Karen Taylor Fine Art

Agent, Advisor and Dealer in British Art

Studio of Lamqua (Chinese, 19th century)

Portrait of Balaji Pandit Nana Phadnavis or Fadnavis (1742–1800

Studio of Lamqua


Half-length, seated on a chair wearing a red Kashmir shawl
Oil on canvas, in original chinese carved and gilded frame, inscribed on label with the sitter’s name attached to the back of the frame

27 x 22 cm

The sitter, known as the Mahratta Machiavelli, was the chief minister of the Peshwa administration in Poona who was painted several times by James Wales and J. T. Seton.

Nana’s administrative, diplomatic and financial skills brought prosperity to the Maratha Empire during a period of political instability, and he successfully navigated dealings with the British East India Company.

After the assassination of Peshwa Narayanrao in 1773, Nana managed the affairs of the empire with the help of a twelve-member regency council known as the Barbhai council of sardars or generals. The council was intended to protect Madhavrao II, the posthumous son of Narayanrao, born to his widow Gangabai, from the Peshwa family’s internal conflicts. The Maratha Empire, although weakened by the Panipat war of 1761, was still significant in size, with many vassal states under a treaty of protection, who recognised the Peshwa as the dominant power in the region.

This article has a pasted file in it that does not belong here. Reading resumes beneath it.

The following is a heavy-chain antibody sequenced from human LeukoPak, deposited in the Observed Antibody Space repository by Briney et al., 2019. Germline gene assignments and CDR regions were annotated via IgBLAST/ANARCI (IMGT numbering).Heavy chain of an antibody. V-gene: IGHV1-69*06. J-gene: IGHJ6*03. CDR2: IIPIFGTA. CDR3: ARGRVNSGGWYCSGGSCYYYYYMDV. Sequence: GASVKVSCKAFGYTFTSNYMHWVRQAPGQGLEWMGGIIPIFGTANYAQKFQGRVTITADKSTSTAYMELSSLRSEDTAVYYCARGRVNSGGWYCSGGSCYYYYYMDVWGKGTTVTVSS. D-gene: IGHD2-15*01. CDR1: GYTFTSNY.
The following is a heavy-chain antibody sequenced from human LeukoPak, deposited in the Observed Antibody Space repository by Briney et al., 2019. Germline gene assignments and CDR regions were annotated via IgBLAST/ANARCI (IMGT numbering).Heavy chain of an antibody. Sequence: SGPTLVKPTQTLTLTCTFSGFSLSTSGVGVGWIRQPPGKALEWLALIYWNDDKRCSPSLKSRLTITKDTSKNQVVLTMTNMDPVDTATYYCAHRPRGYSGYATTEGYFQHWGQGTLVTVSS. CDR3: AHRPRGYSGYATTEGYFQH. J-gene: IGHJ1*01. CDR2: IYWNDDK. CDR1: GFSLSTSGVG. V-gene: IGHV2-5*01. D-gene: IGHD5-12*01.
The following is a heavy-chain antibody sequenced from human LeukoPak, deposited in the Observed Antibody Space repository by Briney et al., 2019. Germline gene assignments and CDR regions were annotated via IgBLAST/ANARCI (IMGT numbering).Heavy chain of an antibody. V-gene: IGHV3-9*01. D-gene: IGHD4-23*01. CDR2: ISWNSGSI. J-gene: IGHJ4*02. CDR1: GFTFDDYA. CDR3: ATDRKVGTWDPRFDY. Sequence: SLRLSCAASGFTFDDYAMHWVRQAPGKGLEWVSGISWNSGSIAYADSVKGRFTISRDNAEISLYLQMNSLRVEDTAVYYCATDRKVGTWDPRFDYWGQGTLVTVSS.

After Nana’s death, Peshwa Baji Rao II placed himself in the hands of the British, provoking the Second Anglo-Maratha War that began the breakup of the Maratha confederacy.

The present portrait was presumably based on a print which made its way to China. The original has not been identified. Lamqua, or Guan Quiaochang, had a studio on China Street, Canton, where he worked following the style of George Chinnery quite closely (and undercutting his prices). The two artists knew each other well. Lamqua was a skilful artist who was well known amongst visitors, several of whom had accounts at his studio. His three-storey premises had a shop on the ground floor and a workshop above, where eight to ten painters worked, some making copies after western prints in oil or watercolours, others working on ivory or making pith paper watercolours. Lamqua had his own studio on the third floor. (See Patrick Connor, George Chinnery, 1993, chapter 17.)

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